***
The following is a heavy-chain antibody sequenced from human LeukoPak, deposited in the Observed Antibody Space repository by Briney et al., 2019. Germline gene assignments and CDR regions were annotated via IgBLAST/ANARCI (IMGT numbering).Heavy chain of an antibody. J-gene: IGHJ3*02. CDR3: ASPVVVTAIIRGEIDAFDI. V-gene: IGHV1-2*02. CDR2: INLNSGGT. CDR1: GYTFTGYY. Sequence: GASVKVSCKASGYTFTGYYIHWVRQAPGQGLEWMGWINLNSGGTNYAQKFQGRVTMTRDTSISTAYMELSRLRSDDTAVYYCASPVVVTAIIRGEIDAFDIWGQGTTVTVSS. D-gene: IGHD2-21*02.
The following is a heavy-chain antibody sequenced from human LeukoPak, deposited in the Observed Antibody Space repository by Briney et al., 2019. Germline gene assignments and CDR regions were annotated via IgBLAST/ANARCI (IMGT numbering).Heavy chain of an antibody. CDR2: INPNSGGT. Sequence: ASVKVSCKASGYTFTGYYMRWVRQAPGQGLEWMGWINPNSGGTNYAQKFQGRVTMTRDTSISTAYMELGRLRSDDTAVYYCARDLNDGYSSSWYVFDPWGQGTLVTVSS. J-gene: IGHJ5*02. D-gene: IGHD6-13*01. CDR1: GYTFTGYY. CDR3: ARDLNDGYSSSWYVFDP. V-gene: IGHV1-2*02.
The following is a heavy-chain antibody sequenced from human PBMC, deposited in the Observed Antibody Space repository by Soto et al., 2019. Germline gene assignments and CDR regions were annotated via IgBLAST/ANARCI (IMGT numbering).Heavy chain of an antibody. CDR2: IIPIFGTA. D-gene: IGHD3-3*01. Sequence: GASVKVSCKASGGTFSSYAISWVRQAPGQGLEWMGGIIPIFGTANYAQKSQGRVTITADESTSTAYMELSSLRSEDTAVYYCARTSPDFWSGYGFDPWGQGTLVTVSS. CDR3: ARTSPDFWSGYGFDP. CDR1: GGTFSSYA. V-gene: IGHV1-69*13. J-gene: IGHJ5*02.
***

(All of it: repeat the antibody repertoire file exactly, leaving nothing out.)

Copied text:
The following is a heavy-chain antibody sequenced from human LeukoPak, deposited in the Observed Antibody Space repository by Briney et al., 2019. Germline gene assignments and CDR regions were annotated via IgBLAST/ANARCI (IMGT numbering).Heavy chain of an antibody. J-gene: IGHJ3*02. CDR3: ASPVVVTAIIRGEIDAFDI. V-gene: IGHV1-2*02. CDR2: INLNSGGT. CDR1: GYTFTGYY. Sequence: GASVKVSCKASGYTFTGYYIHWVRQAPGQGLEWMGWINLNSGGTNYAQKFQGRVTMTRDTSISTAYMELSRLRSDDTAVYYCASPVVVTAIIRGEIDAFDIWGQGTTVTVSS. D-gene: IGHD2-21*02.
The following is a heavy-chain antibody sequenced from human LeukoPak, deposited in the Observed Antibody Space repository by Briney et al., 2019. Germline gene assignments and CDR regions were annotated via IgBLAST/ANARCI (IMGT numbering).Heavy chain of an antibody. CDR2: INPNSGGT. Sequence: ASVKVSCKASGYTFTGYYMRWVRQAPGQGLEWMGWINPNSGGTNYAQKFQGRVTMTRDTSISTAYMELGRLRSDDTAVYYCARDLNDGYSSSWYVFDPWGQGTLVTVSS. J-gene: IGHJ5*02. D-gene: IGHD6-13*01. CDR1: GYTFTGYY. CDR3: ARDLNDGYSSSWYVFDP. V-gene: IGHV1-2*02.
The following is a heavy-chain antibody sequenced from human PBMC, deposited in the Observed Antibody Space repository by Soto et al., 2019. Germline gene assignments and CDR regions were annotated via IgBLAST/ANARCI (IMGT numbering).Heavy chain of an antibody. CDR2: IIPIFGTA. D-gene: IGHD3-3*01. Sequence: GASVKVSCKASGGTFSSYAISWVRQAPGQGLEWMGGIIPIFGTANYAQKSQGRVTITADESTSTAYMELSSLRSEDTAVYYCARTSPDFWSGYGFDPWGQGTLVTVSS. CDR3: ARTSPDFWSGYGFDP. CDR1: GGTFSSYA. V-gene: IGHV1-69*13. J-gene: IGHJ5*02.